Permaculture Garden on Sloped Land Part 2

 

 

Permaculture Hedgerow Plan Part. 2

Previously,  I wrote about my permaculture project on my land where I am going to build in the La Paz project in Nosara, Costa Rica.

This week I will tell you how it has been working out on the ground and what I have learned along the way.

In my research on garden and permaculture techniques I came across a design that was being used in Pacific Islands on steeper slopes. It was this way of planting that sparked my interest and I knew it would work.

The design used hedge rows to solidify the ground from erosion, increase water absorption instead of causing run off, and would provide materials for fertilizer on site. I chose to use vetiver grass as the hedge row since I had a good supply growing right on site.

Vetivers deep root structure mines nutrients from below ground then brings those nutrients up to the leaves. Every few months we will cut the vetiver to stimulate root growth and then use the cuttings/leaves to mulch the trees planted in the rows.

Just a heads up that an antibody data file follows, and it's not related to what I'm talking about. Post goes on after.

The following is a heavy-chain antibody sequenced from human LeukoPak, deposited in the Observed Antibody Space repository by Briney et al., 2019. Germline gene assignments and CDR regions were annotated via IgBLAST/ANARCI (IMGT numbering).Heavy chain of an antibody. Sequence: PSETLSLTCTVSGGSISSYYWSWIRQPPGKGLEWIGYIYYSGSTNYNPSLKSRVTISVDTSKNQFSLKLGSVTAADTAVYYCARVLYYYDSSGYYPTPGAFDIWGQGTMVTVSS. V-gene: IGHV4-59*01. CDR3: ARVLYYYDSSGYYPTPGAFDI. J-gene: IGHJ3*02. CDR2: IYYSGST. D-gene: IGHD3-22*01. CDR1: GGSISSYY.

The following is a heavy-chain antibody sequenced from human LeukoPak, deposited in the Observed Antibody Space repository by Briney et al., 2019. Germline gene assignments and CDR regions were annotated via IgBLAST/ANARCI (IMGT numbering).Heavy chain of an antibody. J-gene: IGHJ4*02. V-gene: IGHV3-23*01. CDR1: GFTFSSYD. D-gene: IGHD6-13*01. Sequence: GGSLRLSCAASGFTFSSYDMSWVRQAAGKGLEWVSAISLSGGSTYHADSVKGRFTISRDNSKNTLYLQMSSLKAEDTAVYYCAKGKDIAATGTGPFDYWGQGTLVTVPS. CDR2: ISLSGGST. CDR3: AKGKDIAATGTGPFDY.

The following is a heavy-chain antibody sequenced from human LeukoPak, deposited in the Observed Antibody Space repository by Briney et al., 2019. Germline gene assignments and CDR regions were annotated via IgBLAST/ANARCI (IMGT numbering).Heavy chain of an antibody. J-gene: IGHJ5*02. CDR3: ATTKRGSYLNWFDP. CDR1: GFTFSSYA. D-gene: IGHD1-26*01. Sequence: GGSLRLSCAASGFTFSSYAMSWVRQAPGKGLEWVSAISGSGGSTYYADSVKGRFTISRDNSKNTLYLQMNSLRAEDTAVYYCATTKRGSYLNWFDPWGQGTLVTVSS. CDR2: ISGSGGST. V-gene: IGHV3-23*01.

Adapting to My Site

My site was a slope that dropped about 50 ft off the front of my building site towards the view of the ocean.

For me this meant that I whatever was planted needed to be planned to not grow and block my view of the ocean.

For this reason, I planted the tallest growing trees in my plan, Coconut Trees, on the bottom row.

I also focused on a dwarf species that produces coconuts quicker and does not grow more than 25ft high on average. This way when I look at the view I will look out over a coconut palm canopy towards one of my best ocean views.

After all I am a real estate developer so it might as well be pretty, right?

The next row up are Citrus plants that ended up planting in a staggered rows of two for a citrus section.

How did the plan go?

I definitely ran into problems along the way.

First, I didn’t use a level as suggested in the planning.

I made this choice mostly because I didn’t have the supplies to make the type of level I needed and figured it would not be too difficult to follow the contours of the land.

After all I had plants just sitting there drying out waiting to be planted.